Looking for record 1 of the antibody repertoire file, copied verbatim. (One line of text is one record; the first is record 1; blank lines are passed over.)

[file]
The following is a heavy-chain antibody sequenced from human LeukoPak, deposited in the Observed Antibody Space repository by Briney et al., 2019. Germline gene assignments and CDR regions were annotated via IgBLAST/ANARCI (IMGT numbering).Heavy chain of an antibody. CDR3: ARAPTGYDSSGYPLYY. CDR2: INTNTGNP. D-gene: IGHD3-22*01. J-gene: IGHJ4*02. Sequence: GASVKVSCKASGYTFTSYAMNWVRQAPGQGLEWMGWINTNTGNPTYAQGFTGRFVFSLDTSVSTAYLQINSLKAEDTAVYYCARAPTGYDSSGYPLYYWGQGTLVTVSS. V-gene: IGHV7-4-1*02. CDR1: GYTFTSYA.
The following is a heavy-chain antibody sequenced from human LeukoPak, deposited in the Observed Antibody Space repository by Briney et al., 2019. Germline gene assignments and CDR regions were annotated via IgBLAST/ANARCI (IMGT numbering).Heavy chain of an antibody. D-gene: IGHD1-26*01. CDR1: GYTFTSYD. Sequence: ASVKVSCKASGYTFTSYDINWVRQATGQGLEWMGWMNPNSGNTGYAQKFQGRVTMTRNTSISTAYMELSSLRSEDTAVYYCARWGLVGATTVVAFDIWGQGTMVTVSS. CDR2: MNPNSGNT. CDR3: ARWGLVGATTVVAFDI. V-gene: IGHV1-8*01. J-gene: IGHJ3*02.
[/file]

The following is a heavy-chain antibody sequenced from human LeukoPak, deposited in the Observed Antibody Space repository by Briney et al., 2019. Germline gene assignments and CDR regions were annotated via IgBLAST/ANARCI (IMGT numbering).Heavy chain of an antibody. CDR3: ARAPTGYDSSGYPLYY. CDR2: INTNTGNP. D-gene: IGHD3-22*01. J-gene: IGHJ4*02. Sequence: GASVKVSCKASGYTFTSYAMNWVRQAPGQGLEWMGWINTNTGNPTYAQGFTGRFVFSLDTSVSTAYLQINSLKAEDTAVYYCARAPTGYDSSGYPLYYWGQGTLVTVSS. V-gene: IGHV7-4-1*02. CDR1: GYTFTSYA.